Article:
You may not consider sending a “friend request” on Facebook to be a lie, but if you’re not actually friends with someone, it likely violates the professional conduct rules against dishonesty. It might also violate rules against contacting jurors or opposing parties represented by counsel.
The American Bar Association recently issued an opinion stating that lawyers should not contact jurors through social media. This opinion is in sync with other recent case law addressing lawyer misconduct known as “pretexting.”Indiana’s Rule of Professional Conduct 4.1 requires truthfulness in statements to others, including courts, opposing parties or counsel, and non-parties. Similarly, Rule 8.4(c) prohibits dishonest, fraud, deceit, or misrepresentation. Friending a juror, a witness, or other non-party on Facebook violates these rules if the target is not actually your friend. And of course, because Rules 5.1 and 5.3 hold attorneys responsible for the conduct of their subordinate attorneys and staff, an attorney can’t ask a clerk or administrative staffer to engage in pretexting on her behalf.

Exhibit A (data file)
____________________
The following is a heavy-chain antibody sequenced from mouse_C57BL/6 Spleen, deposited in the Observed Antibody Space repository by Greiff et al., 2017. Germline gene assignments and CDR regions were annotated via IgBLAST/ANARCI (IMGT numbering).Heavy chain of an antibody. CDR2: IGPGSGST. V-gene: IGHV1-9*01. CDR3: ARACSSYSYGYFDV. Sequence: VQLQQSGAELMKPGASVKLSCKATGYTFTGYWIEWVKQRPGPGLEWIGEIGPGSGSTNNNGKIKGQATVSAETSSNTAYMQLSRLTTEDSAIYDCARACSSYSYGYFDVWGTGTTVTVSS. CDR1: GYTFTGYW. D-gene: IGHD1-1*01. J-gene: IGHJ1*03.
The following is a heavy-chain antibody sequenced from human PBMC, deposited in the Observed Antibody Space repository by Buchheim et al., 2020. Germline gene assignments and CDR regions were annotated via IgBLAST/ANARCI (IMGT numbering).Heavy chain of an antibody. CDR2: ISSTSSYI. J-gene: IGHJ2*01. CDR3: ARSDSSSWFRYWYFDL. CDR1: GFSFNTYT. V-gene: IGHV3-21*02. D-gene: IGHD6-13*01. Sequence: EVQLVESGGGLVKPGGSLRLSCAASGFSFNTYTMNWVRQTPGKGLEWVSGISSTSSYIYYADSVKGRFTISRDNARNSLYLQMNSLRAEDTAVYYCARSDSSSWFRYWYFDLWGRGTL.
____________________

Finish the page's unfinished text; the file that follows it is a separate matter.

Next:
In this era of social media and electronic communications, you should analogize communications via social media to an in-person visit or phone call: if you can’t do it face-to-face, you can’t do it online.